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Table 1 Semi-structured interview guide

From: General practitioners’ views on managing knee osteoarthritis: a thematic analysis of factors influencing clinical practice guideline implementation in primary care

Key activity Questions and potential probes
GP makes, communicates and documents a diagnosis of osteoarthritis clinically (without imaging) How do you currently arrive at a diagnosis of knee OA?
Are you aware that guidelines recommend making a diagnosis clinically and without imaging?
How do you feel about making a clinical diagnosis of knee OA (without imaging)?
What would you or GPs in general need to know more about in order to be comfortable with making a clinical diagnosis of knee OA?
What would help encourage or support GPs in making a clinical diagnosis of knee OA?
How do you think receiving a diagnosis of knee OA impacts on patients?
Are there any issues around patient expectations that influence how you diagnose knee OA and how you communicate the diagnosis with patients?
Do you currently document diagnosis of “knee OA” in patients’ records?
GP provides education/advice to patients about the importance of general physical activity and regular strengthening and/or aerobic exercise during the consultation which is reinforced at later opportunities. What physical activity or exercise advice do you currently give to patients with knee OA?
How confident do you feel when giving this advice?
How important do you think it is to talk to your knee OA patients about physical activity and strengthening exercises?
How do you think this information impacts on patients?
Do you think GPs are familiar with the latest recommendations for physical activity in general and for exercise specifically for people with knee OA?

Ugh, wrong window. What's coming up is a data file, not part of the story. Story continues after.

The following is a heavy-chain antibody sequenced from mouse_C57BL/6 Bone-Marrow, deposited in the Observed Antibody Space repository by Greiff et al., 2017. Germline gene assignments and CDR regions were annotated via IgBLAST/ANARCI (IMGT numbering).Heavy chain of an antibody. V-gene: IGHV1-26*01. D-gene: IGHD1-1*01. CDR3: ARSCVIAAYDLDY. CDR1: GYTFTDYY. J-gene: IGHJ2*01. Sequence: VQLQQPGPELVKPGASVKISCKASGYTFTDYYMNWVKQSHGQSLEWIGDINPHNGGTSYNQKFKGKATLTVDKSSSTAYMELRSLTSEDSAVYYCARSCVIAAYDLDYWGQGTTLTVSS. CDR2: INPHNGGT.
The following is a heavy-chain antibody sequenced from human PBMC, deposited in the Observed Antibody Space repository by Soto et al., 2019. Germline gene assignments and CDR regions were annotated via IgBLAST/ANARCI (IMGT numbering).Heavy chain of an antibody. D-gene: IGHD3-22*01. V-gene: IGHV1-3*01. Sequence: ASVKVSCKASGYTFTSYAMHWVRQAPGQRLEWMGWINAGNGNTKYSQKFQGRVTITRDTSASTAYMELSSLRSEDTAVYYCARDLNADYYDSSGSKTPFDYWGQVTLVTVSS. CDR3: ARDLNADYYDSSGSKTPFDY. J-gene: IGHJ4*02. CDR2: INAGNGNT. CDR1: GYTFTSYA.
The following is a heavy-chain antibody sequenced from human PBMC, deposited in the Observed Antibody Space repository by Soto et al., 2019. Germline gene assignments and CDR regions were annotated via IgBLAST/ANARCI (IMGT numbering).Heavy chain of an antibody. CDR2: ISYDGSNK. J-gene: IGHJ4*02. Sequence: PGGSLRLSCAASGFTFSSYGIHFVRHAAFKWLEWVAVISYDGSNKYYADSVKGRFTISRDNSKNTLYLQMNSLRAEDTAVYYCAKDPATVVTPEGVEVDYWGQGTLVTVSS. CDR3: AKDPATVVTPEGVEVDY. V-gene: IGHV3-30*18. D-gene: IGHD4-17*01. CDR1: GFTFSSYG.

Are there any additional skills or training that you would like to have regarding physical activity or exercise advice?
Are there any other things that make it difficult for GPs to give this advice?
Can you suggest any measures that would assist or support GPs in discussing general physical activity and targeted exercises with their knee OA patients?
GP provides education/advice to patients either about the importance of maintaining a healthy weight or weight loss in the initial consultation which is reinforced at later opportunities (includes BMI measurement) What weight management advice do you currently give to patients with knee OA?
How important do you think weight loss is for knee OA symptoms?
How confident do you feel when giving weight loss advice?
How do you think this information impacts on patients?
Do you think GPs feel motivated to talk to patients about weight management / weight loss? What would increase or decrease their motivation?
Are there any other things that make it difficult for GPs to give effective weight loss advice?
Can you suggest any measures that would assist or support GPs in talking to patients about weight management / weight loss?
Do you currently assess BMI with your knee OA patients?
How important is it that GPs assess BMI for knee OA patients?
What, if any, are the benefits to patients?
If you think GPs do not currently routinely assess BMI, what are the reasons for this? What shift of thinking is required?
What help or support would make it easier for GPs to assess BMI for their knee OA patients?
Are there any issues around patient expectation that influence whether BMI is assessed?